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Purslane - An Herbal Recipe for Long Life

Updated on April 1, 2020
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G. David Kendrick is Head of Research and Development for a Rubber Manufacturing Facility in Houston, Texas.

Purslane with Yellow Flowers
Purslane with Yellow Flowers | Source

This vegetable is a whole healthy, crispy salad all by itself.

If you are like most gardeners you weed. And weeding in the south, you’ve pulled-out a lot of Purslane. Chances are you trashed or composted it or simply tossed it aside. Too bad – you could have had a healthy, exotic snack. Throughout the south Purslane can be found growing everywhere, along walkways, in driveways, and even in the street.

Fresh out of the garden this vegetable is a whole healthy, crispy salad all by itself. Purslane, Portulaca oleracea, is a member of the Portulacaceae family along with the more showy, Portulaca grandiflora, also known as Moss Roses.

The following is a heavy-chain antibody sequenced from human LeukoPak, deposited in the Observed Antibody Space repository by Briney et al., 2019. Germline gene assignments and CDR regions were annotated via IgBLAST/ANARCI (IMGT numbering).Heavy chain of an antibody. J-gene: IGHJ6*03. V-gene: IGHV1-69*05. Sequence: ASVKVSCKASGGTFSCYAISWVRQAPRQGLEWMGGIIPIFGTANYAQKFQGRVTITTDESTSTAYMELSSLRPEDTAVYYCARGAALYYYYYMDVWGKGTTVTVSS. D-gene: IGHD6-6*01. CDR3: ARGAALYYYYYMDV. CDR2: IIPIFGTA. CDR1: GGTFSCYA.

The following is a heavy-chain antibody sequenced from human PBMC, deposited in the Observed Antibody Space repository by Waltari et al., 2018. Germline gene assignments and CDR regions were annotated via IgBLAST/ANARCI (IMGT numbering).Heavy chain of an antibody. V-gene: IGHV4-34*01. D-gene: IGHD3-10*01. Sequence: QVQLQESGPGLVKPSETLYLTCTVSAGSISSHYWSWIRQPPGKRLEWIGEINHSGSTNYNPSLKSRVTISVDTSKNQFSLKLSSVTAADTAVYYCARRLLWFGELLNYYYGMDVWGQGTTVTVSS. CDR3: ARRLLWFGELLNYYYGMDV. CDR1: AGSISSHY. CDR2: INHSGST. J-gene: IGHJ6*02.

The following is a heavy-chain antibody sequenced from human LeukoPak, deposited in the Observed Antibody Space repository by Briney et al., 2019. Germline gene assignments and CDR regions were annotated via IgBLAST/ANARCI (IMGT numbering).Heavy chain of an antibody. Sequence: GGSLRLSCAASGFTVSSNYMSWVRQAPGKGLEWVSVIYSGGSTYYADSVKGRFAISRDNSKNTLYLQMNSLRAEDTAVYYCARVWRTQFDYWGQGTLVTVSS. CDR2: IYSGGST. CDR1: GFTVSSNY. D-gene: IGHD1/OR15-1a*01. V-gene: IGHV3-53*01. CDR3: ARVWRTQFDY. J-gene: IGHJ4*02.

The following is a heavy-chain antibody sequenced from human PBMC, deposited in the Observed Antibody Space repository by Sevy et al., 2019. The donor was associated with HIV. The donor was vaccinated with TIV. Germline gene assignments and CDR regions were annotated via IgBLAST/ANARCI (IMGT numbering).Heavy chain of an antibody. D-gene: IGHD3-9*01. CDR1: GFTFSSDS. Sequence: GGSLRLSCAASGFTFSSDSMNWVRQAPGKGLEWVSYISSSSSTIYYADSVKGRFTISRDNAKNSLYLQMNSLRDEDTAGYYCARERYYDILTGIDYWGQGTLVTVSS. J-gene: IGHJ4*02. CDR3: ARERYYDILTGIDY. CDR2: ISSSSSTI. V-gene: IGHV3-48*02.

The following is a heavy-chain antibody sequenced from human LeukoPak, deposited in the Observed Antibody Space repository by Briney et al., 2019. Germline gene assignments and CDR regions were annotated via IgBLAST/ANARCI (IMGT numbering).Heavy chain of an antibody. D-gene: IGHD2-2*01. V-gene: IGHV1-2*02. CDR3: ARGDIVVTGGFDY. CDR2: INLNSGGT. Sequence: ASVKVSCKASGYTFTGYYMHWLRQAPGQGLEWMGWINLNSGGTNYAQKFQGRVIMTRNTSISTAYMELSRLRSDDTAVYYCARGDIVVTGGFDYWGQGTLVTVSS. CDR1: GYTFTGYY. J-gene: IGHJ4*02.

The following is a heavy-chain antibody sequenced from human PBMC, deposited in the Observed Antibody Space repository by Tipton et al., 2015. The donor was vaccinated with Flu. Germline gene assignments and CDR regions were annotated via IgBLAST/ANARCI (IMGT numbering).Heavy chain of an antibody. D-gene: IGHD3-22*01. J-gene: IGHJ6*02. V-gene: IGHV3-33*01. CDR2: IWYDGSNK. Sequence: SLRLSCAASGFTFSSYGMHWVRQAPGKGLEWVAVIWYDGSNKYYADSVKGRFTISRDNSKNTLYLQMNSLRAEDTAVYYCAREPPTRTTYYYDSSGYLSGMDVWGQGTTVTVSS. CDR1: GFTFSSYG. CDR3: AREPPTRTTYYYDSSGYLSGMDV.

Purslane has thick green lobed or paddle shaped leaves which form clusters. Its red stems may be seen creeping across the ground or standing upright. It can easily be confused with members of the Crassulaceae family, ornamental Jade and some ground-cover Sedum plants. Sedums have a peppery acrid taste, whereas Purslane is milder, spinach-like to almost sweet. Both families of plants are succulents. That is, like cactus, they are mucilaginous, hold a lot of water, and do well in arid climates.

Purslane can be eaten raw - just pick, wash, and eat - or use it in salads. Eaten raw it has the crispy texture you would expect from a succulent. You can use it on sandwiches in place of lettuce or pickles.